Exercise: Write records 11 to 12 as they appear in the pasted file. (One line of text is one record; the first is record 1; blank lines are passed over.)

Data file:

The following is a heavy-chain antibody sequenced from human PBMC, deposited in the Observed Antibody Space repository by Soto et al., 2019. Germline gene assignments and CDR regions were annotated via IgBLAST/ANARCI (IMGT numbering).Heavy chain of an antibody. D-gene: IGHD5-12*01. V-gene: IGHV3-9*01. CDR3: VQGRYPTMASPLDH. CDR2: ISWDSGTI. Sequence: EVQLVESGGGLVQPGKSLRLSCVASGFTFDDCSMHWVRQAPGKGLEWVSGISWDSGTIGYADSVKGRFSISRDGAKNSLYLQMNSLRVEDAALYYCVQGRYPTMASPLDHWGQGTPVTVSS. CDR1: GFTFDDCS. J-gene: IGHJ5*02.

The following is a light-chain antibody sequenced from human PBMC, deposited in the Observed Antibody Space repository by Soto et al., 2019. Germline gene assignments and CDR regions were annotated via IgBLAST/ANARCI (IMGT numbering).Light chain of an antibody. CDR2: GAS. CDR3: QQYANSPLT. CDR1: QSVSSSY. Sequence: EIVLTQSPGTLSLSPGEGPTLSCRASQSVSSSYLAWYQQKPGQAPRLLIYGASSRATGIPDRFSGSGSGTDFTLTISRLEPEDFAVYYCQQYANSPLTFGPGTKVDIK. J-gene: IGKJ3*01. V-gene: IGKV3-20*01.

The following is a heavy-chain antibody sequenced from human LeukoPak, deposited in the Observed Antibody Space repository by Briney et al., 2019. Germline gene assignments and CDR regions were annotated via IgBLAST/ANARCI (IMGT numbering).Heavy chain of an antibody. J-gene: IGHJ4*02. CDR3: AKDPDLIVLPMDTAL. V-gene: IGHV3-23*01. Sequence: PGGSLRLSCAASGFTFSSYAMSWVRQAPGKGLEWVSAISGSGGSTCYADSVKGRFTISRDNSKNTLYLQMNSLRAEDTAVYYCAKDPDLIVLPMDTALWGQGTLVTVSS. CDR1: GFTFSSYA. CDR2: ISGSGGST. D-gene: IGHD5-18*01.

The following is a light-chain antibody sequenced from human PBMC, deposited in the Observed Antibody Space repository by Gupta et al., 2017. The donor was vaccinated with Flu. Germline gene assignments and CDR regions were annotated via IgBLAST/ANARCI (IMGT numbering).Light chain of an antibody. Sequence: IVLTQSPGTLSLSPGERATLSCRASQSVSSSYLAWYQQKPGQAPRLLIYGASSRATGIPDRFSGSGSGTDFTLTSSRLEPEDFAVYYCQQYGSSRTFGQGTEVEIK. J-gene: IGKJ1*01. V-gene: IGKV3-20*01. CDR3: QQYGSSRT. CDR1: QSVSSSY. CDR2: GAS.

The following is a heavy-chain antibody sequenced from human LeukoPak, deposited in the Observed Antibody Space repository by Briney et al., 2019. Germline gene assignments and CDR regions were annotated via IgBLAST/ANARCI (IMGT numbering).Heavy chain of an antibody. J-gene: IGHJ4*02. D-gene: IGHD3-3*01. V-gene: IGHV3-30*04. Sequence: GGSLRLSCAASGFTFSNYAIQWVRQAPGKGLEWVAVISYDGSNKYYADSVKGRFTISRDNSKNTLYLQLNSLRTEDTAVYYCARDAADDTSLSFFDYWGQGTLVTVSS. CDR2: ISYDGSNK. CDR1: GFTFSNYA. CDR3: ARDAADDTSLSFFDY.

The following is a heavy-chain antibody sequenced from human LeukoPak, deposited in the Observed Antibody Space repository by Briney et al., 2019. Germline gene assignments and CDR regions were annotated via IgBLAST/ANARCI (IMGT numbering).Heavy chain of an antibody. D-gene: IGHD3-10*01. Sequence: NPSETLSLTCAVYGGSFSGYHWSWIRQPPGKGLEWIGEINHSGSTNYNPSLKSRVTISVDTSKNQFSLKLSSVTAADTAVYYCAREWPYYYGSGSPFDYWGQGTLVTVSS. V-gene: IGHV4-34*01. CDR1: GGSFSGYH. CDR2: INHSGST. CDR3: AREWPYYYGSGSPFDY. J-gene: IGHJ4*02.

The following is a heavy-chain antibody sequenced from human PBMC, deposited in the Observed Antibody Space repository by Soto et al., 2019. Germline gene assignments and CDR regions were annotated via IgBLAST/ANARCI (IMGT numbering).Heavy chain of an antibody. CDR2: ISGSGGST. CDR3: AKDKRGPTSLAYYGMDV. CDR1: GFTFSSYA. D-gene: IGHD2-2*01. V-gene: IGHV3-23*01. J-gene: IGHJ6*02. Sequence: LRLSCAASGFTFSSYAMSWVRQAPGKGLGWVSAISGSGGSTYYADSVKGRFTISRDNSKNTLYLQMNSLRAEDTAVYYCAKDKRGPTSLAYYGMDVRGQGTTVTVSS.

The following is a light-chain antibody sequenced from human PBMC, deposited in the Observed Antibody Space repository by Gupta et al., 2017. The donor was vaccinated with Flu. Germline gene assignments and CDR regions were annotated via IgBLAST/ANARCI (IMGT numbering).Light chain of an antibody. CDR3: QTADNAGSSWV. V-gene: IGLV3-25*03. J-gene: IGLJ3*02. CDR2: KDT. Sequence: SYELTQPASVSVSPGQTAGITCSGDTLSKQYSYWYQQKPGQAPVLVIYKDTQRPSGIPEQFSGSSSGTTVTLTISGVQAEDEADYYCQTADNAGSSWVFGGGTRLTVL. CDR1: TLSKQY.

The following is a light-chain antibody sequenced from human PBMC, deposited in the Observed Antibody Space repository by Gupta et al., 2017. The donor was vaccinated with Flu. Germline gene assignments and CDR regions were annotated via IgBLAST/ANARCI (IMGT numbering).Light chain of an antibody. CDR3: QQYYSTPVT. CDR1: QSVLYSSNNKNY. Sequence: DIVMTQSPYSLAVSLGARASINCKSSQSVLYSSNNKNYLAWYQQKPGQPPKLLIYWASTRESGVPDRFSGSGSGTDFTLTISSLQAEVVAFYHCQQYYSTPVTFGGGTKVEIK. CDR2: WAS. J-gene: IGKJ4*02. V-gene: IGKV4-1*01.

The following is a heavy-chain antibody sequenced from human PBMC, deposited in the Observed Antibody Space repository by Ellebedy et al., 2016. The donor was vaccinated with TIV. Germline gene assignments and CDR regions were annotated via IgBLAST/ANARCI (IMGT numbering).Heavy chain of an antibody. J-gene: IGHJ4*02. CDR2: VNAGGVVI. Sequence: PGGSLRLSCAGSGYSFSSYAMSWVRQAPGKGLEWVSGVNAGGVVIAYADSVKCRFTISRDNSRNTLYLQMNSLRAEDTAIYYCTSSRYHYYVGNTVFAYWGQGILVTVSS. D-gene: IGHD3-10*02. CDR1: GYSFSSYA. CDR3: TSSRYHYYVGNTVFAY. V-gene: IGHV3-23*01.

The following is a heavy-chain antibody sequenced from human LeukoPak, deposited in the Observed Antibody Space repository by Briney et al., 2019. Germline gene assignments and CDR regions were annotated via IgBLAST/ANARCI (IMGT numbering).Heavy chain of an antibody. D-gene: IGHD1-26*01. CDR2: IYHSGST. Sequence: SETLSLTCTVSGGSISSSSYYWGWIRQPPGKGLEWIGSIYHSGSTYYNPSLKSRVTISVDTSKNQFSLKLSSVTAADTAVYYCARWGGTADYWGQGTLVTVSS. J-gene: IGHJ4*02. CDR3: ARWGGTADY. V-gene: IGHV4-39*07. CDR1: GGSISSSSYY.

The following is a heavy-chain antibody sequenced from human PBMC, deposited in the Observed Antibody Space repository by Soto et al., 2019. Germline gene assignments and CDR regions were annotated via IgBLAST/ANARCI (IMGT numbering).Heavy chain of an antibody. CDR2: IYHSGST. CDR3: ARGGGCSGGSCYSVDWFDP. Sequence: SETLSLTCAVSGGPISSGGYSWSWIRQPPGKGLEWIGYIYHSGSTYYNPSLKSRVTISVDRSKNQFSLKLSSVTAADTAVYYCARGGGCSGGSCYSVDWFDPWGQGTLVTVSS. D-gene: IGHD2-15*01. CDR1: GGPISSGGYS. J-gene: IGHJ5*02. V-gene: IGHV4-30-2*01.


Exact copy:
The following is a heavy-chain antibody sequenced from human LeukoPak, deposited in the Observed Antibody Space repository by Briney et al., 2019. Germline gene assignments and CDR regions were annotated via IgBLAST/ANARCI (IMGT numbering).Heavy chain of an antibody. D-gene: IGHD1-26*01. CDR2: IYHSGST. Sequence: SETLSLTCTVSGGSISSSSYYWGWIRQPPGKGLEWIGSIYHSGSTYYNPSLKSRVTISVDTSKNQFSLKLSSVTAADTAVYYCARWGGTADYWGQGTLVTVSS. J-gene: IGHJ4*02. CDR3: ARWGGTADY. V-gene: IGHV4-39*07. CDR1: GGSISSSSYY.

The following is a heavy-chain antibody sequenced from human PBMC, deposited in the Observed Antibody Space repository by Soto et al., 2019. Germline gene assignments and CDR regions were annotated via IgBLAST/ANARCI (IMGT numbering).Heavy chain of an antibody. CDR2: IYHSGST. CDR3: ARGGGCSGGSCYSVDWFDP. Sequence: SETLSLTCAVSGGPISSGGYSWSWIRQPPGKGLEWIGYIYHSGSTYYNPSLKSRVTISVDRSKNQFSLKLSSVTAADTAVYYCARGGGCSGGSCYSVDWFDPWGQGTLVTVSS. D-gene: IGHD2-15*01. CDR1: GGPISSGGYS. J-gene: IGHJ5*02. V-gene: IGHV4-30-2*01.